This article from Saturday’s Wall Street Journal offers ideas on how donors can protect their legacies from straying from their original intent. One of the best is overseeing the distribution while you’re still alive or “giving while living.”
Entrepreneur and philanthropist Chuck Feeney recently made news when his foundation donated $350 million to Cornell University. The huge gift was made to clinch that institution’s victory in Mayor Michael Bloomberg’s competition to build a technology-incubating campus in New York City. Behind the scenes, what generated the Atlantic Philanthropies’ donation was Mr. Feeney’s refusal to fall into a trap that has snared many other philanthropists.
When a foundation is set up to dribble out its funds in perpetuity, there is a high risk it will eventually drift into projects the donor did not believe in. Recognizing this, Mr. Feeney has insisted on giving away money fast to do good now.
“Giving while living” is his way to make certain his funds support causes he believes in. It’s not simple. By the end of 2016, when he intends it to cease making grants, the Atlantic Philanthropies will have to donate more than $2 million every working day to exhaust its more than $2 billion of assets.
The Feeney method is not the only way to avoid having charitable gifts go to the wrong places, but he is absolutely right to be wary. One of the great scandals in modern philanthropy is that trustees and staff of grant-making institutions all too often pay little attention to the principles governing their founders’ charitable giving.
Consider oil magnate J. Howard Pew (1882-1971). As Waldemar A. Nielsen noted in “The Golden Donors,” the charter of the J. Howard Pew Freedom Trust (one of seven trusts making up the Pew Charitable Trusts) in 1957 spelled out that Pew intended to “acquaint the American people” with “the evils of bureaucracy,” “the values of a free market,” and “the paralyzing effects of government controls on the lives and activities of people.” Pew also wanted to “inform our people of the struggle, persecution, hardship, sacrifice and death by which freedom of the individual was won.”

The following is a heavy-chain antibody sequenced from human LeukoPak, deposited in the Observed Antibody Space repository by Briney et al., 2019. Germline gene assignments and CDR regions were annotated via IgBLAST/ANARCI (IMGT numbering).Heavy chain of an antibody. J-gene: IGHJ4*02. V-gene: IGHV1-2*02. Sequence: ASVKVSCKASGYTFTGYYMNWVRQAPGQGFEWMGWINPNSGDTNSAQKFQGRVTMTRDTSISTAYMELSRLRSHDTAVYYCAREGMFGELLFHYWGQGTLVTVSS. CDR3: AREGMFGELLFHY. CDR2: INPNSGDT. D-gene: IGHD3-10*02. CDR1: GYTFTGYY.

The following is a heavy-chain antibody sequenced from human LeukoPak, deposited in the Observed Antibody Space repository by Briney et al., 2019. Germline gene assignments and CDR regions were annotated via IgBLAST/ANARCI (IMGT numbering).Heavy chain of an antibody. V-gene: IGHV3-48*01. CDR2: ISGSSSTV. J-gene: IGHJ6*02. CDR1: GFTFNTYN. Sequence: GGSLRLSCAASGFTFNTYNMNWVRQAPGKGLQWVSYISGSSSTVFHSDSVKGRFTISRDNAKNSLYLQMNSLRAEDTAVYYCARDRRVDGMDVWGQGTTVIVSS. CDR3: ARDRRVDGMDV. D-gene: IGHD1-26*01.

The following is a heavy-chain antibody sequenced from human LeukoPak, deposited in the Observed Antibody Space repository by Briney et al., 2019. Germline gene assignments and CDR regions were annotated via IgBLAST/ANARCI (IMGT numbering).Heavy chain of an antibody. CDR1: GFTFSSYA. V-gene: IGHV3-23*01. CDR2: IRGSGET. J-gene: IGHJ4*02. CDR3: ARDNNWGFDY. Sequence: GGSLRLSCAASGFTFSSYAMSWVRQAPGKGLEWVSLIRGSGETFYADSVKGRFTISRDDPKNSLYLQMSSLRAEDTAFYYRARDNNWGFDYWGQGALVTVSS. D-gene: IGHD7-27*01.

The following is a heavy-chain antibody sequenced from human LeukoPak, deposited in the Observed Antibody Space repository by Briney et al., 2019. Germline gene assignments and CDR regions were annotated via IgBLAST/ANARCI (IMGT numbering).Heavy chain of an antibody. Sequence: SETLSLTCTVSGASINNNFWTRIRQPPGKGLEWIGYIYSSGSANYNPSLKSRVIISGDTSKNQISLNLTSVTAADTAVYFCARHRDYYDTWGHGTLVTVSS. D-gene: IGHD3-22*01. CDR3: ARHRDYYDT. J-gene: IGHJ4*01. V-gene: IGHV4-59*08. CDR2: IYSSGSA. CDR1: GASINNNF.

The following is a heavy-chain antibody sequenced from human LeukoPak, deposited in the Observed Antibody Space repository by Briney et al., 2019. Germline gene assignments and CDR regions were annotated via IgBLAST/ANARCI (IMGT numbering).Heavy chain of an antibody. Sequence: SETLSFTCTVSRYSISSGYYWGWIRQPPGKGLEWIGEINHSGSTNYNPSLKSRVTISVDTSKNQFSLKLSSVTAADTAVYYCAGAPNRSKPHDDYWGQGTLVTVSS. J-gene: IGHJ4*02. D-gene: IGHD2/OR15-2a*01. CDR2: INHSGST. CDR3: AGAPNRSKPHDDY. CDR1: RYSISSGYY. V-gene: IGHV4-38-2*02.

Admirers and critics alike of Pew’s recent signature initiatives—such as its crusades for campaign finance regulation, universal early childhood education, and recognition of the dangers of global climate change—can agree that in the past two decades—with the exception of its emphasis on religion in public life—J. Howard’s worldview and philanthropic goals have played little role in Pew’s charitable giving.
The founding donors themselves are often partly to blame for any departures from their principles, thanks to open-ended statements of their philanthropic intent. Insurance magnate John D. MacArthur (1897-1978) gave his trustees no instructions at all. “I’ll make [the money],” he told them. “You people, after I’m dead, will have to learn how to spend it.”
The Ford Foundation is one of the best examples of donor neglect. Henry Ford (1863-1947) had a fairly well-articulated philosophy of giving, both in his writings and interviews—e.g., “I do not believe in giving folks things. I do believe in giving them a chance to make things for themselves”—and in the record of his generous contributions during his lifetime to organizations such as Detroit’s Henry Ford Hospital.